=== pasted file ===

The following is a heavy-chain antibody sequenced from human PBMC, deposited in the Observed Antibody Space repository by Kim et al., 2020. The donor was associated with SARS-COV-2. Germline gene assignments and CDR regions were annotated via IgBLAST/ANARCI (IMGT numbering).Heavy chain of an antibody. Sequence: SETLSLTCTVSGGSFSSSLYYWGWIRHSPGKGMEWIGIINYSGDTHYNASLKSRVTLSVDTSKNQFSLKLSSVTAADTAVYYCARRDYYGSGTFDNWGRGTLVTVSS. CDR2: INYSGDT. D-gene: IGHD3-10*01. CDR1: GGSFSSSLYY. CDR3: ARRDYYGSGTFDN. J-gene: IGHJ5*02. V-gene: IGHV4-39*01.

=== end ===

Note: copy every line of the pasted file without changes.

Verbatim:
The following is a heavy-chain antibody sequenced from human PBMC, deposited in the Observed Antibody Space repository by Kim et al., 2020. The donor was associated with SARS-COV-2. Germline gene assignments and CDR regions were annotated via IgBLAST/ANARCI (IMGT numbering).Heavy chain of an antibody. Sequence: SETLSLTCTVSGGSFSSSLYYWGWIRHSPGKGMEWIGIINYSGDTHYNASLKSRVTLSVDTSKNQFSLKLSSVTAADTAVYYCARRDYYGSGTFDNWGRGTLVTVSS. CDR2: INYSGDT. D-gene: IGHD3-10*01. CDR1: GGSFSSSLYY. CDR3: ARRDYYGSGTFDN. J-gene: IGHJ5*02. V-gene: IGHV4-39*01.